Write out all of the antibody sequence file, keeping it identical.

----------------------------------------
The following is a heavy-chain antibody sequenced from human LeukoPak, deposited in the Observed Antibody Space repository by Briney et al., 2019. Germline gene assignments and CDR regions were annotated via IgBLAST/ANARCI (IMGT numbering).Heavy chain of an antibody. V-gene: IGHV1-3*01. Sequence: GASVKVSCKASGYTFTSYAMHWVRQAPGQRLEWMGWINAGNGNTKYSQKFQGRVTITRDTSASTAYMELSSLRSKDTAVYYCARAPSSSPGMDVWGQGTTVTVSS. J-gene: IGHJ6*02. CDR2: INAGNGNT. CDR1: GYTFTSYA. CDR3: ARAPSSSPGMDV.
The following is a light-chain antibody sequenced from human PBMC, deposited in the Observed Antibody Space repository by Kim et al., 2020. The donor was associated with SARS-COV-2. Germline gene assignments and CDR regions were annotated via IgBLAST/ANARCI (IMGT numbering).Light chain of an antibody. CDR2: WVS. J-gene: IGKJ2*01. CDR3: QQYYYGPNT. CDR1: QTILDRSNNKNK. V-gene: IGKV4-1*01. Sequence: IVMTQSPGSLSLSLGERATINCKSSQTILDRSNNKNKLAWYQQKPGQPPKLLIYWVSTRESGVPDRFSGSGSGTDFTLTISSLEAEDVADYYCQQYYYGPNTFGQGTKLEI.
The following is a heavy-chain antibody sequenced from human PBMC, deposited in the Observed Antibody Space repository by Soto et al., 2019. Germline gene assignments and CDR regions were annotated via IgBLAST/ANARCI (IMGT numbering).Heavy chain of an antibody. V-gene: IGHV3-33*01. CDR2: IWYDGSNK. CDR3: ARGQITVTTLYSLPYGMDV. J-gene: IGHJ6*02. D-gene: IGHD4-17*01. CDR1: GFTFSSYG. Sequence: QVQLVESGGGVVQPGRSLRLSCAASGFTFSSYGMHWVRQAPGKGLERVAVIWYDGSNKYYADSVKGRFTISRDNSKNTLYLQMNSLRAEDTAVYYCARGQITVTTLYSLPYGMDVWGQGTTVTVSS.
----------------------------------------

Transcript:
The following is a heavy-chain antibody sequenced from human LeukoPak, deposited in the Observed Antibody Space repository by Briney et al., 2019. Germline gene assignments and CDR regions were annotated via IgBLAST/ANARCI (IMGT numbering).Heavy chain of an antibody. V-gene: IGHV1-3*01. Sequence: GASVKVSCKASGYTFTSYAMHWVRQAPGQRLEWMGWINAGNGNTKYSQKFQGRVTITRDTSASTAYMELSSLRSKDTAVYYCARAPSSSPGMDVWGQGTTVTVSS. J-gene: IGHJ6*02. CDR2: INAGNGNT. CDR1: GYTFTSYA. CDR3: ARAPSSSPGMDV.
The following is a light-chain antibody sequenced from human PBMC, deposited in the Observed Antibody Space repository by Kim et al., 2020. The donor was associated with SARS-COV-2. Germline gene assignments and CDR regions were annotated via IgBLAST/ANARCI (IMGT numbering).Light chain of an antibody. CDR2: WVS. J-gene: IGKJ2*01. CDR3: QQYYYGPNT. CDR1: QTILDRSNNKNK. V-gene: IGKV4-1*01. Sequence: IVMTQSPGSLSLSLGERATINCKSSQTILDRSNNKNKLAWYQQKPGQPPKLLIYWVSTRESGVPDRFSGSGSGTDFTLTISSLEAEDVADYYCQQYYYGPNTFGQGTKLEI.
The following is a heavy-chain antibody sequenced from human PBMC, deposited in the Observed Antibody Space repository by Soto et al., 2019. Germline gene assignments and CDR regions were annotated via IgBLAST/ANARCI (IMGT numbering).Heavy chain of an antibody. V-gene: IGHV3-33*01. CDR2: IWYDGSNK. CDR3: ARGQITVTTLYSLPYGMDV. J-gene: IGHJ6*02. D-gene: IGHD4-17*01. CDR1: GFTFSSYG. Sequence: QVQLVESGGGVVQPGRSLRLSCAASGFTFSSYGMHWVRQAPGKGLERVAVIWYDGSNKYYADSVKGRFTISRDNSKNTLYLQMNSLRAEDTAVYYCARGQITVTTLYSLPYGMDVWGQGTTVTVSS.